Australian quantum technology will be used to train students at TAFE and at American colleges after local firm Q-CTRL struck a deal with investors looking to take advantage of changes in geopolitics.
Q-CTRL announced its partnership with the Quad Investors Network (QUIN) on Wednesday evening (AEDT) as its founder and chief executive Professor Michael Biercuk joined Prime Minister Anthony Albanese at the White House.
The Sydney startup’s Black Opal quantum educational technology software will be rolled out to TAFE institutions in Australia and Historically Black Colleges and Universities (HBCUs) in the US from next year, with the focus on post-secondary students without any experience in quantum.
“We know that we need employees with backgrounds from machining and coding through to business and politics to support the growth of the quantum sector,” Professor Biercuk said.
“As a flexible tool crafted specifically for learners seeking to enter the field from adjacent areas, we’re excited to help remove barriers from the realisation of a truly diverse quantum workforce through broadened access to Black Opal.”
The Australian startup was spun out of the University of Sydney by Professor Biercuk in 2017. It also develops sensors and software designed to extract the most power out of quantum hardware.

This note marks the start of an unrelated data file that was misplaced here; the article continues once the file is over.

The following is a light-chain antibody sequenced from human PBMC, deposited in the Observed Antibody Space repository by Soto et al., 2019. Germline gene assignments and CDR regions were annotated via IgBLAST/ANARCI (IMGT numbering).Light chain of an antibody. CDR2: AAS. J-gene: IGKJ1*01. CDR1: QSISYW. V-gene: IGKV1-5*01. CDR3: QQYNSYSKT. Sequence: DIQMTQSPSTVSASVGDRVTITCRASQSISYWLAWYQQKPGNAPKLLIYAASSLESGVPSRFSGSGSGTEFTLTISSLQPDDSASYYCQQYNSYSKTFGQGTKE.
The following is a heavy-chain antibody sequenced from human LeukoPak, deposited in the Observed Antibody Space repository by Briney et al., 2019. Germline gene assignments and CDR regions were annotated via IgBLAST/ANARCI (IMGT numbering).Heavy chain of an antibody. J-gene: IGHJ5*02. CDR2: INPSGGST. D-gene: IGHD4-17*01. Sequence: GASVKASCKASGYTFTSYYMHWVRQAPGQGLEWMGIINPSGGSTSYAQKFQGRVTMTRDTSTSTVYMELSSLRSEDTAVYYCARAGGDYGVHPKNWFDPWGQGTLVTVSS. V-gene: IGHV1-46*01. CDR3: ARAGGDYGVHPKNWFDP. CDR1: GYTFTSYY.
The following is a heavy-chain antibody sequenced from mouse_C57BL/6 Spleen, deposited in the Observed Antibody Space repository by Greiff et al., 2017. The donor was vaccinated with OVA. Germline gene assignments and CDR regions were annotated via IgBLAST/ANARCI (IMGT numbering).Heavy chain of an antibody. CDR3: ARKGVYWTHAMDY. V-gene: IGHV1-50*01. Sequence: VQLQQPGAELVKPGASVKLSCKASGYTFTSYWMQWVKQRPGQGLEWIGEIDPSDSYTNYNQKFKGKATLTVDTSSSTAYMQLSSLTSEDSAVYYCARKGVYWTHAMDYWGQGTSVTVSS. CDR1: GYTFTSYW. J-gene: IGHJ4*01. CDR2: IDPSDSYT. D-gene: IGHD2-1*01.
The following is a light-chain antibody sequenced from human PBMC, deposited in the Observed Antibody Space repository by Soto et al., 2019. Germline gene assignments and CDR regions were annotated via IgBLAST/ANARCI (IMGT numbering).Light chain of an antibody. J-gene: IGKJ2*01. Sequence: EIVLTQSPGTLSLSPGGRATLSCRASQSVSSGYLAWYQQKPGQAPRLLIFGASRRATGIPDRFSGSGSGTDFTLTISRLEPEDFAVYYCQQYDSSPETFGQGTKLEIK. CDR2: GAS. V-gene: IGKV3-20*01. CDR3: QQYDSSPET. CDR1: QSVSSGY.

Q-CTRL is currently developing navigation sensors for Australian Defence Forces under a deal linked to the AUKUS agreement.
Under the new partnership with QUIN, licences for Black Opal will be fully subsidised by the non-governmental network that launched in the US this month. QUIN aims to foster private sector investment into critical and emerging technologies in Quad countries and across the Indo-Pacific.
The Quad partnership of national governments dates to 2004, when it was set up in response to the Indian Ocean tsunami. It now focuses on meeting “challenges faced by the Indo-Pacific” and is widely seen as a counter to the influence of Beijing with a focus that includes emerging technology like quantum.
There are plans for other Quad nations Japan and India to deploy the Q-CTRL training software through local partners, which QUIN says will deliver a more inclusive workforce.
“Inclusive workforce development in quantum technologies provides great access to the next generation of workforce,” QUIN chairman Karl Metha said.
The new partnership to offer Black Opal to TAFE and HBCUs marks the first time the focus has been on enabling post-secondary students from non-quantum backgrounds to enter the industry sector, according to Q-CTRL
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